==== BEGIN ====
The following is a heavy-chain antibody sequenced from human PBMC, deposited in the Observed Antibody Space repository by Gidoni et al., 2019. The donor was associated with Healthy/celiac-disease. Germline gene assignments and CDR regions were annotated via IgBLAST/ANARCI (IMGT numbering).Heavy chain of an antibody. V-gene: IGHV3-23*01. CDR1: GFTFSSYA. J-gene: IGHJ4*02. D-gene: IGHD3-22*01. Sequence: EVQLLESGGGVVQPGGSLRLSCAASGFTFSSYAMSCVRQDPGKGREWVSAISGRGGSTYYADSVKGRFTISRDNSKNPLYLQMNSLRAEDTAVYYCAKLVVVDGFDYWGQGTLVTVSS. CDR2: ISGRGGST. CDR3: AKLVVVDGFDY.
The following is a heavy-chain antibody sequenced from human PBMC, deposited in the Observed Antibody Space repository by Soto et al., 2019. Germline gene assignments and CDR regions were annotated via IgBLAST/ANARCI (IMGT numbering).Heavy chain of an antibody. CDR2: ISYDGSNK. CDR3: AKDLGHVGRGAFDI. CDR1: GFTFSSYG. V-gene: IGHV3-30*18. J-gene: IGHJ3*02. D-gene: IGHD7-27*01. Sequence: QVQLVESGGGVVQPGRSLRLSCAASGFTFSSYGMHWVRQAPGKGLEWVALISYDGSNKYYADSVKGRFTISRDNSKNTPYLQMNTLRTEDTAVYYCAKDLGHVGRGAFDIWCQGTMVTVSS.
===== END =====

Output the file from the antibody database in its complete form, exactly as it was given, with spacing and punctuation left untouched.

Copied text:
The following is a heavy-chain antibody sequenced from human PBMC, deposited in the Observed Antibody Space repository by Gidoni et al., 2019. The donor was associated with Healthy/celiac-disease. Germline gene assignments and CDR regions were annotated via IgBLAST/ANARCI (IMGT numbering).Heavy chain of an antibody. V-gene: IGHV3-23*01. CDR1: GFTFSSYA. J-gene: IGHJ4*02. D-gene: IGHD3-22*01. Sequence: EVQLLESGGGVVQPGGSLRLSCAASGFTFSSYAMSCVRQDPGKGREWVSAISGRGGSTYYADSVKGRFTISRDNSKNPLYLQMNSLRAEDTAVYYCAKLVVVDGFDYWGQGTLVTVSS. CDR2: ISGRGGST. CDR3: AKLVVVDGFDY.
The following is a heavy-chain antibody sequenced from human PBMC, deposited in the Observed Antibody Space repository by Soto et al., 2019. Germline gene assignments and CDR regions were annotated via IgBLAST/ANARCI (IMGT numbering).Heavy chain of an antibody. CDR2: ISYDGSNK. CDR3: AKDLGHVGRGAFDI. CDR1: GFTFSSYG. V-gene: IGHV3-30*18. J-gene: IGHJ3*02. D-gene: IGHD7-27*01. Sequence: QVQLVESGGGVVQPGRSLRLSCAASGFTFSSYGMHWVRQAPGKGLEWVALISYDGSNKYYADSVKGRFTISRDNSKNTPYLQMNTLRTEDTAVYYCAKDLGHVGRGAFDIWCQGTMVTVSS.